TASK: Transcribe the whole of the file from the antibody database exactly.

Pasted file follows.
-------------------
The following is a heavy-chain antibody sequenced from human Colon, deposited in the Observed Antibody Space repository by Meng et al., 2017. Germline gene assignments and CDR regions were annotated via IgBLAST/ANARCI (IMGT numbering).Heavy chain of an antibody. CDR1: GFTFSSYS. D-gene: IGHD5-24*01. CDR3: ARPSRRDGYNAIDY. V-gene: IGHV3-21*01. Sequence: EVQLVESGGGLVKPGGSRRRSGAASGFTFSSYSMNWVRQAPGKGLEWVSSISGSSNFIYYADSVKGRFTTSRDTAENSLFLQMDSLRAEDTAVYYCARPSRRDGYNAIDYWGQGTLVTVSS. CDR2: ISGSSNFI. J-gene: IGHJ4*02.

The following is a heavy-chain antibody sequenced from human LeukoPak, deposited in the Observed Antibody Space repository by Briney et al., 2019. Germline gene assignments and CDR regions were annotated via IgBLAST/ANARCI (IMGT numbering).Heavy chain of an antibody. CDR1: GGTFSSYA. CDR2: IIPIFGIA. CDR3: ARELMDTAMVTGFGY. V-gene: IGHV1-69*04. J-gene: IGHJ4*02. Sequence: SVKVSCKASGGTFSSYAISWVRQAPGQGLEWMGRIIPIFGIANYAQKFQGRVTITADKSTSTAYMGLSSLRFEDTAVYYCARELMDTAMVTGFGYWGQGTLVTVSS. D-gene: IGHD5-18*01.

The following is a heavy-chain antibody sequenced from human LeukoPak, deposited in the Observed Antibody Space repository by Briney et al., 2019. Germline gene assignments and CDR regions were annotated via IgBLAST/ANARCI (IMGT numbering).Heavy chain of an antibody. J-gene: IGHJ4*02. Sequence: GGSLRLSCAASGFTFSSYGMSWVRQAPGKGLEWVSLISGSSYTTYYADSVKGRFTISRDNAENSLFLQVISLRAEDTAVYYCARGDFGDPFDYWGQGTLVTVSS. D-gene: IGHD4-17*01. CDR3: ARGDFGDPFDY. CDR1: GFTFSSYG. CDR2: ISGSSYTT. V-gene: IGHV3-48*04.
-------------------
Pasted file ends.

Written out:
The following is a heavy-chain antibody sequenced from human Colon, deposited in the Observed Antibody Space repository by Meng et al., 2017. Germline gene assignments and CDR regions were annotated via IgBLAST/ANARCI (IMGT numbering).Heavy chain of an antibody. CDR1: GFTFSSYS. D-gene: IGHD5-24*01. CDR3: ARPSRRDGYNAIDY. V-gene: IGHV3-21*01. Sequence: EVQLVESGGGLVKPGGSRRRSGAASGFTFSSYSMNWVRQAPGKGLEWVSSISGSSNFIYYADSVKGRFTTSRDTAENSLFLQMDSLRAEDTAVYYCARPSRRDGYNAIDYWGQGTLVTVSS. CDR2: ISGSSNFI. J-gene: IGHJ4*02.

The following is a heavy-chain antibody sequenced from human LeukoPak, deposited in the Observed Antibody Space repository by Briney et al., 2019. Germline gene assignments and CDR regions were annotated via IgBLAST/ANARCI (IMGT numbering).Heavy chain of an antibody. CDR1: GGTFSSYA. CDR2: IIPIFGIA. CDR3: ARELMDTAMVTGFGY. V-gene: IGHV1-69*04. J-gene: IGHJ4*02. Sequence: SVKVSCKASGGTFSSYAISWVRQAPGQGLEWMGRIIPIFGIANYAQKFQGRVTITADKSTSTAYMGLSSLRFEDTAVYYCARELMDTAMVTGFGYWGQGTLVTVSS. D-gene: IGHD5-18*01.

The following is a heavy-chain antibody sequenced from human LeukoPak, deposited in the Observed Antibody Space repository by Briney et al., 2019. Germline gene assignments and CDR regions were annotated via IgBLAST/ANARCI (IMGT numbering).Heavy chain of an antibody. J-gene: IGHJ4*02. Sequence: GGSLRLSCAASGFTFSSYGMSWVRQAPGKGLEWVSLISGSSYTTYYADSVKGRFTISRDNAENSLFLQVISLRAEDTAVYYCARGDFGDPFDYWGQGTLVTVSS. D-gene: IGHD4-17*01. CDR3: ARGDFGDPFDY. CDR1: GFTFSSYG. CDR2: ISGSSYTT. V-gene: IGHV3-48*04.